Edward Lear is best known as the author of The Owl and the Pussy-cat and other delightful nonsense verses. But he was more than a poet. He made his living as an artist in watercolour and oils, capturing animals and birds and landscapes with delicate precision and vivacious colour.
He taught Queen Victoria to draw, confiding in a letter, with typical irreverence, that the monarch was a “dear and absolute duck”. He was also a gifted naturalist, a travel writer, and a composer who published 12 musical settings of his friend Tennyson’s poems. As a musician, a poet and a friend, Ireland was of great importance to him.
As a London-born teenager, Lear was already interested in Irish writing. He was an early reader of the Dublin University Magazine, which published its first issue in January 1833. We know because he produced a spoof of a poem in the February number, turning its wistful nostalgia into Cockney comedy. His diaries also tell us that he met the lawyer and political reformer, Daniel O’Connell, before 1830, though tantalisingly we don’t know where or why.
In August 1835, Lear set off for Dublin. He stayed at 20 Dame Street. He was due to attend an important meeting, of the British Association for the Advancement of Science. This group of amateurs and professionals had, only four years before, proposed a new word for people who specialised in studying phenomena in the natural world: “scientist”. Lear was an artist. But as a painter who spent his days with rare parrots, monkeys and creatures such as the “whiskered yarke”, scrutinising their anatomy, their behaviour and character in order to produce accurate drawings that were used to identify new species, he was a scientist too.
In Dublin, he met Charles Babbage, inventor of the computer, and Adam Sedgewick, father of modern geology, who was devising new names for rocks millions of years older than the Earth had once been assumed to be. Charles Darwin, Sedgewick’s protégé, would have been at the Dublin meeting if he hadn’t been on his Beagle voyage. We know that Darwin later consulted Lear’s natural history drawings.
Lear’s “nonsense” creatures, like The Scroobious Pip and the Quangle Wangle (he even drew an Owly-Pussey-catte that was owl above the waist and cat below it) were created in a climate where scientists were inventing taxonomy and thinking about the relationship between birds, beast, fish and men. Was it possible, looking at fossil evidence, to see that they derived from common ancestors?
The delegates at the Dublin conference were met at Kingstown by a committee of reception, who conveyed them to town in a special train. Dr Dionysius Lardner gave a lecture on steam carriages and exhibited a very elegant model of a stationary engine, employed in drawing a train of carriages on a circular railway. There was a lunch at the Zoological Gardens between the great conservatory and the ostrich house. No doubt Lear had a wonderful time.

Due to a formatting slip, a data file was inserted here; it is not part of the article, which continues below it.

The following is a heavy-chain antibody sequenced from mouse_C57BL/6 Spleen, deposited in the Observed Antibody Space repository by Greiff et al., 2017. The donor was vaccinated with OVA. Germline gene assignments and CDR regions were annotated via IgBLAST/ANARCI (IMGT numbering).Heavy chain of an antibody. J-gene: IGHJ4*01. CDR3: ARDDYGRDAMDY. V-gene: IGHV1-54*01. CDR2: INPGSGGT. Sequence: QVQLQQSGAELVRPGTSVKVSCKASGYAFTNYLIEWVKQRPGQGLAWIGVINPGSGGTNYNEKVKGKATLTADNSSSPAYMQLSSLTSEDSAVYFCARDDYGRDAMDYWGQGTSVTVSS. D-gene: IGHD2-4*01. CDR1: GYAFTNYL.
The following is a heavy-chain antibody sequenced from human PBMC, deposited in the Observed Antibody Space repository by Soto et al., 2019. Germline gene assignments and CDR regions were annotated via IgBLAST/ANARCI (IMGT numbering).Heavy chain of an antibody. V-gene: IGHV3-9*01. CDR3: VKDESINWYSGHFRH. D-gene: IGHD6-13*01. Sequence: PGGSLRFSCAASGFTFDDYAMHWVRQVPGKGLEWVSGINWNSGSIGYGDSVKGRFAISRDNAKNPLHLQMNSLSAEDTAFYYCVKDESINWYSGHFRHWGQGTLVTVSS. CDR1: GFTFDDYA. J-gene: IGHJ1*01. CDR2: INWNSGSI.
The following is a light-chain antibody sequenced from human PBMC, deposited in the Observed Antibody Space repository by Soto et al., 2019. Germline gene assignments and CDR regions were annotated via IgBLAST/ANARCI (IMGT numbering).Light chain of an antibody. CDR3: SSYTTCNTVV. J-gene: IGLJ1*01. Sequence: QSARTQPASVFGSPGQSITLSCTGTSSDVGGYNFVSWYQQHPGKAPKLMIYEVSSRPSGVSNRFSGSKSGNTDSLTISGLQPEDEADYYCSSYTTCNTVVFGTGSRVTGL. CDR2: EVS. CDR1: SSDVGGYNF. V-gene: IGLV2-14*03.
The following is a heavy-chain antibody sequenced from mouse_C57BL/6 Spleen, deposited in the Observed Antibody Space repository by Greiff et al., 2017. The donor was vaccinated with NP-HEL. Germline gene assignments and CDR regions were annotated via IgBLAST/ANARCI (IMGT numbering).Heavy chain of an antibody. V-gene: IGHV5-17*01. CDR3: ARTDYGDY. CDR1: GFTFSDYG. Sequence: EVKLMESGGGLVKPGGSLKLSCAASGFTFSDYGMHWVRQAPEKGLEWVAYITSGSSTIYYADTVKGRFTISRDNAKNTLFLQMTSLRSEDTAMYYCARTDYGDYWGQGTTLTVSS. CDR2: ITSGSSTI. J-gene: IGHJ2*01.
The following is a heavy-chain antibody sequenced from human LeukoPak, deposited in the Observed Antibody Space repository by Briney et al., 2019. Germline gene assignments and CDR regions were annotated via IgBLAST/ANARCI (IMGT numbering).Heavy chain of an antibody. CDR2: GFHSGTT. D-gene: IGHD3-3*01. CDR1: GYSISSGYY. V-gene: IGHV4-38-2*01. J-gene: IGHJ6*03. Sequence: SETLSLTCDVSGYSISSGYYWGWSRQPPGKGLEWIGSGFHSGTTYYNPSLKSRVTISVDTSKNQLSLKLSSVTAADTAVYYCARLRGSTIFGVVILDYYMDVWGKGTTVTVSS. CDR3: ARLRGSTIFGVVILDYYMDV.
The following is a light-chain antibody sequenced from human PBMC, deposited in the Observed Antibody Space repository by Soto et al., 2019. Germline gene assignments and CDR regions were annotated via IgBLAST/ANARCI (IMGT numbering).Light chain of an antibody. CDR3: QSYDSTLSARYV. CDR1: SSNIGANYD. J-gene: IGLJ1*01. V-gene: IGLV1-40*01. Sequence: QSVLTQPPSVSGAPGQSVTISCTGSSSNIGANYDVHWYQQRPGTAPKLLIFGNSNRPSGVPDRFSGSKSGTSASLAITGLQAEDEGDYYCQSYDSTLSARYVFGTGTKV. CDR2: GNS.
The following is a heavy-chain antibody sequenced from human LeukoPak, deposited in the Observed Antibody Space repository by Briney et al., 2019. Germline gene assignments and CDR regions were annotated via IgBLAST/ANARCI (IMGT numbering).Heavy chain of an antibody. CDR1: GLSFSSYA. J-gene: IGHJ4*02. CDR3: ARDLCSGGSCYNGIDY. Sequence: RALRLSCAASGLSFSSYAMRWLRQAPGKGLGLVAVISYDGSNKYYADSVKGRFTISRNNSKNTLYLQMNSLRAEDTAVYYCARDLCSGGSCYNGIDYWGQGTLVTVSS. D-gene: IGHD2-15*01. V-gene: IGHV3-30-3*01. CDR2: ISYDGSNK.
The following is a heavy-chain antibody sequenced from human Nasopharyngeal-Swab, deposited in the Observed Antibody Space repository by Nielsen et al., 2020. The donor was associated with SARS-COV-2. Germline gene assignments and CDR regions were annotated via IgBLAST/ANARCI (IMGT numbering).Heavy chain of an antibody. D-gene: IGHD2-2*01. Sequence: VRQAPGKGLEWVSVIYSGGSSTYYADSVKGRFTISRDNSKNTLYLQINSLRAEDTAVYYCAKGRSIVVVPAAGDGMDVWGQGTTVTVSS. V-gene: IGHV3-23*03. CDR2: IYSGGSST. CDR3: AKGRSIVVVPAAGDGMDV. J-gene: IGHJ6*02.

Later on this Irish trip Lear journeyed to the Wicklow mountains, where he produced landscape sketches of “The Great and Little Sugar Loafs”. He met local gentry such as Lady Hatherton, who related a comic anecdote about shooting a cherub on Mount Ararat. With his friend, the controversial cleric AP Stanley, Lear was “popped into a hole” called “St Kiven’s bed” by an old Irish woman called Kathleen while a local tourist guide recited Thomas Moore’s Glendalough.
This mildly embarrassing Irish experience was inspirational for Lear, who transformed it into nonsense. On his return home, Lear produced a cartoon version of Moore’s By that Lake Whose Gloomy Shore, where Gentle Kathleen is pictured as a hefty older woman. St Kiven, a weedy, terrified saint, is running away from her. In Lear’s nonsense, women tend to be more assertive and male characters are often on the back foot.
Thomas Moore – the great Irish lyricist of the early 19th century – was the most important influence on Lear as a poet-songwriter. Lear met him in 1846, at the publisher Longman’s in London. But he already knew Moore’s Irish melodies by heart and would continue to play them on the piano, to sing them and to riff on them for the rest of his life.
Indeed, Lear internalises Moore’s lines so completely that in his own diaries they often form a kind of secret code. For example, when he is thinking about a young man, Hubert Congreve, for whom he felt complex affection, Lear just writes “I cannot weave as once I wove.” Once we know that he is quoting Sappho at her Loom from Moore’s Evenings in Greece, his true feeling becomes apparent. The song goes on: “So wildered is my heart and brain /With thinking of that youth I love!”
Lear learned a huge amount from Moore. The infectious lyricism of Lear’s own lines, which so often make use of sea journeys and a narrative of loss or exile, is indebted to Moore’s catchy and self-consciously emotional verses.
Lear also realised the comic potential of over-egging the pudding of Moore’s sweeter syllablubbery. He drew unflattering caricatures of the characters in Rich and Rare were the Gems she Wore, making the heroine into an old bag with a big stick. And he liked to ham up the Tom-Moorey pathos of sentimental ballads. Lear’s nonsense songs, such as The Dong with a Luminous Nose brilliantly fuse the conventions of drawing-room ballad and comic song, consciously teetering on the edge between absurdity and pathos.